Hurricane Sandy made landfall along the Atlantic seaboard in late October, leaving massive devastation in its wake. In all, eleven states and Puerto Rico felt the impact with New York and New Jersey seeing the most devastation. The large Red Cross relief effort continues today, weeks after the storm’s landfall. As of Dec. 1, more than 15,300 trained disaster workers – including 76 from South Louisiana – mobilized to provide help. The Red Cross has handed out millions of relief items and meals, provided tens of thousands of health and emotional support contacts to people whose lives have been turned upside down. The Red Cross will be on the ground supporting recovery efforts for some time.
Spring Tornadoes and Floods
In early March, as many as 95 confirmed tornadoes touched down, destroying communities across the Midwest and Southeast. Tornadoes slammed through the Dallas-Fort Worth area in early April, and in mid-April dozens of tornadoes ripped across the Midwest for a second time. In all, severe spring weather affected communities in 16 states, including Louisiana, Mississippi and Texas. The Red Cross launched responses to provide safe shelter, warm meals and relief supplies to people forced from their homes. Disaster workers served nearly a quarter of a million meals and snacks and handed out more than 112,000 relief items like cleaning supplies and comfort kits.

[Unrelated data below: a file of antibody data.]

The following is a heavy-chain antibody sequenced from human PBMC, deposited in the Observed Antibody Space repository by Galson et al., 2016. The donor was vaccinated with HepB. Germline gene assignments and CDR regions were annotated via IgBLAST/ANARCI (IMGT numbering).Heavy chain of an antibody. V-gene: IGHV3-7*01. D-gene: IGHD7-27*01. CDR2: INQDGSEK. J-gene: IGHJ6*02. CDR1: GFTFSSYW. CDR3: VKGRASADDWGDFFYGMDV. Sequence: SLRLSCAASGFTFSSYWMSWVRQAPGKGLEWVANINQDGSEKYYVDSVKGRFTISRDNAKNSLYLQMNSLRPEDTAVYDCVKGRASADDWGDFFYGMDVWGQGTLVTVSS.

A string of storms with winds up to 90 miles per hour slammed across Virginia, Maryland, West Virginia, New Jersey, Ohio and the District of Columbia in June, bringing with them hundreds of reports of impact from severe weather. Millions were without power in areas while high temperatures broke records. The Red Cross provided thousands of overnight stays in more than 70 shelters, served more than 246,000 meals and snacks, and distributed about 128,000 relief items.